I wish most fitness pros would enjoy what they do half as much as Dave enjoys what he does… and in this video he’s going to share exactly how he turned his passion into a thriving youth fitness business.

 

Remember why you got into this industry and start loving your career again. Here is a blueprint to how Dave made that happen for him and how you can do it too.

 

Turn your fitness passion into profits starting with this video ->

 

http://youth-fitness-specialist.com/

 

Dedicated to Your Success,

 

Pat

 

P.S. – Check out Dave Gleason’s youth fitness business presentation where he shares his story on how he went from an In Home Trainer who didn’t really enjoy what he was doing to building one of the top youth fitness businesstraining facilities in the U.S. while loving every minute of it.

 

http://youth-fitness-specialist.com/

 

 

Becoming A Better Youth Fitness Coach

 

Youth Fitness Coaching Tips From Dave Jack

Youth fitness Coach IYCA

 

By Pat Rigsby

 

It gets tough to access the credibility of coaches in this internet age. Many people that call themselves ‘coaches’ who haven’t actually coached anyone and there are many giving fitness advice that really shouldn’t.

 

So who do you trust?

 

That’s where the IYCA is here to help.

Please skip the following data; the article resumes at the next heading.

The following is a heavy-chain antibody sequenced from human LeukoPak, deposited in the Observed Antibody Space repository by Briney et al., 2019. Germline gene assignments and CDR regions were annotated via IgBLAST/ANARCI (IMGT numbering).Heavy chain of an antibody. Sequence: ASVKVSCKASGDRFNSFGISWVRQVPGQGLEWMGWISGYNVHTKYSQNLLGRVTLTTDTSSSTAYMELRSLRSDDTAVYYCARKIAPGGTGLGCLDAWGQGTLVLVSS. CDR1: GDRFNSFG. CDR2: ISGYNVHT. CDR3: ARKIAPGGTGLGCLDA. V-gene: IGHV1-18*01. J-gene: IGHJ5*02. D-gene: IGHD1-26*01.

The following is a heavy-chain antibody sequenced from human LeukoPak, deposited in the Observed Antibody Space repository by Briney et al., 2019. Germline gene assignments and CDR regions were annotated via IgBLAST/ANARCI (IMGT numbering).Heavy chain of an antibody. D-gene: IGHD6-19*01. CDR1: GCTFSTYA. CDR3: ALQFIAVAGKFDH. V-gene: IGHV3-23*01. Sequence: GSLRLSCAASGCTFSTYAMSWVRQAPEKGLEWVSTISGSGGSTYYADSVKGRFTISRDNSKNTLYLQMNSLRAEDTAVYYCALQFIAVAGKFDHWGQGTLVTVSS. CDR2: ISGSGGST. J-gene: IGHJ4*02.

We constantly research and make sure to listen to coaches that are in-the-trenches getting great results. We know there is a lot of noise out there on the internet, so when we actually find quality information from a top-notch coach, we like to pass that info on.

 

I wanted to share a video with you from one of the best youth fitness coaches I know – IYCA Expert Dave Jack.

 

If you’ve never seen Dave present – it’s one of the most inspiring things you’ll ever see. The best part is, he not only talks the talk, he walks the walk.

 

Here is the link to the video -> http://youth-fitness- specialist.com

 

I know it’s a bold statement, but this one presentation will make you a better youth fitness coach.

 

Dave’s passion is contagious and this video will help you continue your mission on changing your client’s lives.